<span id="hs_cos_wrapper_name" class="hs_cos_wrapper hs_cos_wrapper_meta_field hs_cos_wrapper_type_text" style="" data-hs-cos-general-type="meta_field" data-hs-cos-type="text" >How to Pay Your International Employees the Right Way (Updated 2020)</span>

Expanding your business operations into foreign markets can be a great way to increase your brand recognition and your profit margin, while hiring international employees can help you engage top talent. However, an international expansion also requires you to deal with many administrative back-office tasks. For example, you’re going to need to pay international employees. This isn’t as easy as it might seem, especially if you want to make sure they’re paid correctly.


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Whether you need to pay US employees overseas, hire top talent in a different country, or expand your business globally, here’s how to pay your international workers correctly.


What Is the Right Way to Pay International Employees?

Paying your international employees isn’t the same as paying workers in your own country. You need to pay workers using the payroll and employment standards in their country, not yours.


For this reason, the right way to process payroll is to ensure you understand and follow the local payroll and tax laws of the foreign country you’re operating in. That means knowing the federal, state, and local laws where your company is operating as well as where the employee is working. Though the federal laws will be the same no matter where you work in the country, the state (or provincial) and local laws will vary depending on where the work is being done.


Though the payroll regulations and tax legislature might be similar to those in your home country, they will not be the same. Tax rates might differ, the payroll deductions will be different, and the deadlines and due dates will vary. There might also be different laws surrounding overtime, holiday pay, paid vacation, and leave than you’re used to.


It is your responsibility to ensure that you are paying your international employees correctly. Tax fraud and illegal payment methods, like misclassifying employees as independent contractors and cutting cheques without making the required deductions, sending the government remittances, and filing the right paperwork, will land you into trouble. You could face significant fines and penalties.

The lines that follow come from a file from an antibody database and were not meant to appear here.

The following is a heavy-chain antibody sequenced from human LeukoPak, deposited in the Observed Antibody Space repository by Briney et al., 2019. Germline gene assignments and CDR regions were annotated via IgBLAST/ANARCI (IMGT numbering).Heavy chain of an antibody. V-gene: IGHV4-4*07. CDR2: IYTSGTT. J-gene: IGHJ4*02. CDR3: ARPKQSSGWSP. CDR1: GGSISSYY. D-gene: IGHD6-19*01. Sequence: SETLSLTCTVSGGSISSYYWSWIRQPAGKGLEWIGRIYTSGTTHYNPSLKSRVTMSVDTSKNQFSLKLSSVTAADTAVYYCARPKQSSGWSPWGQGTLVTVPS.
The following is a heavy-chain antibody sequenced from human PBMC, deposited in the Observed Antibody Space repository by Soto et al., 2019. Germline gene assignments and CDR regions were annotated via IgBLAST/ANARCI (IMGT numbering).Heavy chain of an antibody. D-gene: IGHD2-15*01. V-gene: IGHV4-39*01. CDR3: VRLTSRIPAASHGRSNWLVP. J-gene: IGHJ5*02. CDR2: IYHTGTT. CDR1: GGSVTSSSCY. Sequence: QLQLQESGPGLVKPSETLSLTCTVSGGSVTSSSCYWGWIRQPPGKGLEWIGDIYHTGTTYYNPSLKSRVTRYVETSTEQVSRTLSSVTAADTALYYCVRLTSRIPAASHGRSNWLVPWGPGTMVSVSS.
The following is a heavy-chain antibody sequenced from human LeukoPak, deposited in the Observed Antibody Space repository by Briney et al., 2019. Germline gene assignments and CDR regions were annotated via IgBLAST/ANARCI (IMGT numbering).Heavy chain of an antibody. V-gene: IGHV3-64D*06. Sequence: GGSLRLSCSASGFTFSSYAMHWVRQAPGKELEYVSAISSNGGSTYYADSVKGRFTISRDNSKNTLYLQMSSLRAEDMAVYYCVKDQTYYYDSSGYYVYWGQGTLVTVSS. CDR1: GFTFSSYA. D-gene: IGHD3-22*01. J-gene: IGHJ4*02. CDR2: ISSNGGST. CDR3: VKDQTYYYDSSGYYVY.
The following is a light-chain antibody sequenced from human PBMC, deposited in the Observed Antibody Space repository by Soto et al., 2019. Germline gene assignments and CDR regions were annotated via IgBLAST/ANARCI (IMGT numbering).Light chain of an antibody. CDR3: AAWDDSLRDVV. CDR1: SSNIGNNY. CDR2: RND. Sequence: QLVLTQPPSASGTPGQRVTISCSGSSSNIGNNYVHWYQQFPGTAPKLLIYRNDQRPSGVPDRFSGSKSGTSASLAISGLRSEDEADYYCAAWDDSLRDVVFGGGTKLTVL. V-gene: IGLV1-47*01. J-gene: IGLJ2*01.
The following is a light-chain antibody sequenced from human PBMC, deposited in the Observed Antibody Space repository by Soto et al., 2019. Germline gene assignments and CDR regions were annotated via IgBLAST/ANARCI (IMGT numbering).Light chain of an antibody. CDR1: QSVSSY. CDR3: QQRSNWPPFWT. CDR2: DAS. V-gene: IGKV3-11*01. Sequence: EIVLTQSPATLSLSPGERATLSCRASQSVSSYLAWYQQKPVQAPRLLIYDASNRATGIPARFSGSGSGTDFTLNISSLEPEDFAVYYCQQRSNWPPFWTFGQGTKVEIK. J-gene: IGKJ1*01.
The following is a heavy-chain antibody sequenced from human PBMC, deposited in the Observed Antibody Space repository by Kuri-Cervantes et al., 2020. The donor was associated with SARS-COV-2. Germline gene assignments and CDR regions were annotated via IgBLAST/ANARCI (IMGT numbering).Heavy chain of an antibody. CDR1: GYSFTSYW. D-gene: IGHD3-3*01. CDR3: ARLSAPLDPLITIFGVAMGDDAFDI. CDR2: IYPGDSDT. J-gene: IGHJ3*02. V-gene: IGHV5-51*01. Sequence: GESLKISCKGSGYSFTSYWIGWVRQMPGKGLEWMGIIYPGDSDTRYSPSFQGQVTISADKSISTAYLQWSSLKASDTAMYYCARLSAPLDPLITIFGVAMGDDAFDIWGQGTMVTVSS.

Not only will you need to learn the current payroll and tax laws to pay international employees properly, but you’ll need to continuously keep on top of ever changing employment laws. You’ll likely have to buy brand-new payroll software that is specifically created for processing in the country you’re operating in, too.


Set up an Entity in a Global Market

One of the toughest parts — and by far the most expensive part — of paying international employees in other countries is setting up the infrastructure to do so. Before your first payroll period, you’re going to need to set up your company as an employer in the country in question. 


There are significant barriers to entry in global markets. You’ll need to register as an entity, set up employment contracts and registrations, open a foreign bank account, contract with a foreign payroll provider, and retain legal and financial advisors to do this on your own. This can quickly add up to months of work and can cost a minimum of $30,000. 


Consider Optimal Conversion

Your payroll budget might be affected by conversion. You will likely be creating your budget based on your country’s funds, but this might not correspond exactly with the funds of the country you’re in. To ensure you don’t go over budget when paying your international employees, make sure you always consider conversion rates. These rates fluctuate often, so you should be converting your funds for payroll at the most advantageous times. A huge exchange rate can hurt your payroll budget.


Do Your Salary Research

The type of international employees you need to hire might be paid a typical salary rate in your country, but the skills demand in the country you’re working in might be different. You should conduct salary research ahead of time so you know what compensation you should be offering—you might catch a break and be able to pay them less, or you might have to dish out more to get the skills you need in that country. You’ll also want to consider employee benefit requirements.


Engage an Employer of Record (EOR)

The most efficient and cost-effective way to pay your international employees accurately, promptly, and within the law is to engage an employer of record (EOR), often called a professional employer organization (PEO). Many foreign companies benefit from handing over the responsibility of paying their workers to an EOR.


Under the law, whoever pays the workers is legally responsible for them, so once you sign over your workers to an EOR, you won’t have to worry about correctly processing payroll, dealing with government bodies, ensuring tax compliance, or filing paperwork. The experts at the EOR will take care of all of the administrative work that comes with payroll and human resources.


Just as importantly, an EOR will already have the infrastructure in place for you to start paying international employees. You won’t have to open bank accounts, register a business entity, or create employment contracts. An EOR quickly and easily eliminates the barriers to entry in global markets.


An EOR can open up foreign markets and help you protect your company while paying international employees. It will also save you time from handling administrative tasks, so you can focus on your expansion efforts.